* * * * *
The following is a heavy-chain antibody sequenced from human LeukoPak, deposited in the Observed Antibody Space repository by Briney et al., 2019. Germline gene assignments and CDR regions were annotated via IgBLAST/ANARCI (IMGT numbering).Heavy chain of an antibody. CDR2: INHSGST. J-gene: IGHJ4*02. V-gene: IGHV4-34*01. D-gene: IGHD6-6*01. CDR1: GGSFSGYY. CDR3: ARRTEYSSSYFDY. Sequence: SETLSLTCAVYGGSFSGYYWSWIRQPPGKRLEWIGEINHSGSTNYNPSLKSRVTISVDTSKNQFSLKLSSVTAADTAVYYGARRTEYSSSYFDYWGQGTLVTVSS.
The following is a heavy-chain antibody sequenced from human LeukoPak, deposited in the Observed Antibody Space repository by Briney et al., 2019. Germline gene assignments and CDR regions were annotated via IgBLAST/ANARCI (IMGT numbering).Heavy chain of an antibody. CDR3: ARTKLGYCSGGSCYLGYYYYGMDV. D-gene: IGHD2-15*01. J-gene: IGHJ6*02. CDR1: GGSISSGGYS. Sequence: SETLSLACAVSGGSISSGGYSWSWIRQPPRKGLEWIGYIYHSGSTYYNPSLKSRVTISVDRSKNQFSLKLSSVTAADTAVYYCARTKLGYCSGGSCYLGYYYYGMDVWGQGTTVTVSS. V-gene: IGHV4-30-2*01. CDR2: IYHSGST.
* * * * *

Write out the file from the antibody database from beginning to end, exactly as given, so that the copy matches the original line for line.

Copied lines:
The following is a heavy-chain antibody sequenced from human LeukoPak, deposited in the Observed Antibody Space repository by Briney et al., 2019. Germline gene assignments and CDR regions were annotated via IgBLAST/ANARCI (IMGT numbering).Heavy chain of an antibody. CDR2: INHSGST. J-gene: IGHJ4*02. V-gene: IGHV4-34*01. D-gene: IGHD6-6*01. CDR1: GGSFSGYY. CDR3: ARRTEYSSSYFDY. Sequence: SETLSLTCAVYGGSFSGYYWSWIRQPPGKRLEWIGEINHSGSTNYNPSLKSRVTISVDTSKNQFSLKLSSVTAADTAVYYGARRTEYSSSYFDYWGQGTLVTVSS.
The following is a heavy-chain antibody sequenced from human LeukoPak, deposited in the Observed Antibody Space repository by Briney et al., 2019. Germline gene assignments and CDR regions were annotated via IgBLAST/ANARCI (IMGT numbering).Heavy chain of an antibody. CDR3: ARTKLGYCSGGSCYLGYYYYGMDV. D-gene: IGHD2-15*01. J-gene: IGHJ6*02. CDR1: GGSISSGGYS. Sequence: SETLSLACAVSGGSISSGGYSWSWIRQPPRKGLEWIGYIYHSGSTYYNPSLKSRVTISVDRSKNQFSLKLSSVTAADTAVYYCARTKLGYCSGGSCYLGYYYYGMDVWGQGTTVTVSS. V-gene: IGHV4-30-2*01. CDR2: IYHSGST.